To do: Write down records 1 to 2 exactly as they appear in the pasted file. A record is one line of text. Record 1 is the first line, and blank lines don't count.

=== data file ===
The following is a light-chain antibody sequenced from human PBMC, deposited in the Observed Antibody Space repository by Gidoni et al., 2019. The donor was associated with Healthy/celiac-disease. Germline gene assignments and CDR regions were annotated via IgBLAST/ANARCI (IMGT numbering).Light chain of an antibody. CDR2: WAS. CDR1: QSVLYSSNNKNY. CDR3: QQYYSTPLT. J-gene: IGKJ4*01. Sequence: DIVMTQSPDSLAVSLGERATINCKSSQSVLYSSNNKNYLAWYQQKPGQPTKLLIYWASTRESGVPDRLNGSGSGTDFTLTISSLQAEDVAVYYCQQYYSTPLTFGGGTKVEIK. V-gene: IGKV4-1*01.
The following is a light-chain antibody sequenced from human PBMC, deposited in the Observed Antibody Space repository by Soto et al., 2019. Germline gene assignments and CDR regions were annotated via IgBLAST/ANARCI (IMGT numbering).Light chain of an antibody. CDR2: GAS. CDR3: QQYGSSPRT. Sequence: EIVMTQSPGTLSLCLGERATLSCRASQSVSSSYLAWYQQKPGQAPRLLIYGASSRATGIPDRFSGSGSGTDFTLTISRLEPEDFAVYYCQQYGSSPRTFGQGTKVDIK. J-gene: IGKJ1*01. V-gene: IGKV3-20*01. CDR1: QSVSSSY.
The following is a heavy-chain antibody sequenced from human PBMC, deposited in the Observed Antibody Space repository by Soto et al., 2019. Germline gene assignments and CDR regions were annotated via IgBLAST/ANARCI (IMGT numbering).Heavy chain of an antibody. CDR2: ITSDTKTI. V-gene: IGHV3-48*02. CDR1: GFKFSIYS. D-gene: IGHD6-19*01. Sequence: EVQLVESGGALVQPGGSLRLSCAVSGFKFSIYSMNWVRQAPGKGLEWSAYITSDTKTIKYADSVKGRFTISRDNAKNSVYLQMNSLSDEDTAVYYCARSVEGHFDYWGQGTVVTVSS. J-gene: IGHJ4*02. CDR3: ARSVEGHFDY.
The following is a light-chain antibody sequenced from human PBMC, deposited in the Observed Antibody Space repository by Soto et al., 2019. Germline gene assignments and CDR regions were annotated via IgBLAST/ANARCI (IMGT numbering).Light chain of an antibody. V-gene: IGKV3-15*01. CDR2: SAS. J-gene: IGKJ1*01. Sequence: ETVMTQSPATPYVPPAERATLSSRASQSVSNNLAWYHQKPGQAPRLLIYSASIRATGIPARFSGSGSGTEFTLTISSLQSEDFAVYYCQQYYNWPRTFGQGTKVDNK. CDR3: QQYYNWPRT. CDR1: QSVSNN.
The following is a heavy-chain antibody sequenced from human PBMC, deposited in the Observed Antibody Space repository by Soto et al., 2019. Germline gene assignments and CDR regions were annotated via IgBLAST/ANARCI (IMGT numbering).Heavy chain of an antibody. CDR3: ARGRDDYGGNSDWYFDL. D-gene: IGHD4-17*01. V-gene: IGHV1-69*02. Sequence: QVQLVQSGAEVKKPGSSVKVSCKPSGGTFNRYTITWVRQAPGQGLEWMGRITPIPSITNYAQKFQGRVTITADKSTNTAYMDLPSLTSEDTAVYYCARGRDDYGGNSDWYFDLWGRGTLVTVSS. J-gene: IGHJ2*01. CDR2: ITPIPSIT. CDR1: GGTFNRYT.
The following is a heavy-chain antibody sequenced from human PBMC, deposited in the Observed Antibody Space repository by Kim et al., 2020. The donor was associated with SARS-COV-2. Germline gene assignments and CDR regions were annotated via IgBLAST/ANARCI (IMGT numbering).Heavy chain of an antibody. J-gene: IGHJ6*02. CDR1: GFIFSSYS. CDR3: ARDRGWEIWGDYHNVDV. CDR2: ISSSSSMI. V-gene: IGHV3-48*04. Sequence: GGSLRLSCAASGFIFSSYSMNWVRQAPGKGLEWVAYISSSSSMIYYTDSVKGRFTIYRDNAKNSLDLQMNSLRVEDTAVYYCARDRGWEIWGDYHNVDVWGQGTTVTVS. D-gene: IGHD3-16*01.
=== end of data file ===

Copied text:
The following is a light-chain antibody sequenced from human PBMC, deposited in the Observed Antibody Space repository by Gidoni et al., 2019. The donor was associated with Healthy/celiac-disease. Germline gene assignments and CDR regions were annotated via IgBLAST/ANARCI (IMGT numbering).Light chain of an antibody. CDR2: WAS. CDR1: QSVLYSSNNKNY. CDR3: QQYYSTPLT. J-gene: IGKJ4*01. Sequence: DIVMTQSPDSLAVSLGERATINCKSSQSVLYSSNNKNYLAWYQQKPGQPTKLLIYWASTRESGVPDRLNGSGSGTDFTLTISSLQAEDVAVYYCQQYYSTPLTFGGGTKVEIK. V-gene: IGKV4-1*01.
The following is a light-chain antibody sequenced from human PBMC, deposited in the Observed Antibody Space repository by Soto et al., 2019. Germline gene assignments and CDR regions were annotated via IgBLAST/ANARCI (IMGT numbering).Light chain of an antibody. CDR2: GAS. CDR3: QQYGSSPRT. Sequence: EIVMTQSPGTLSLCLGERATLSCRASQSVSSSYLAWYQQKPGQAPRLLIYGASSRATGIPDRFSGSGSGTDFTLTISRLEPEDFAVYYCQQYGSSPRTFGQGTKVDIK. J-gene: IGKJ1*01. V-gene: IGKV3-20*01. CDR1: QSVSSSY.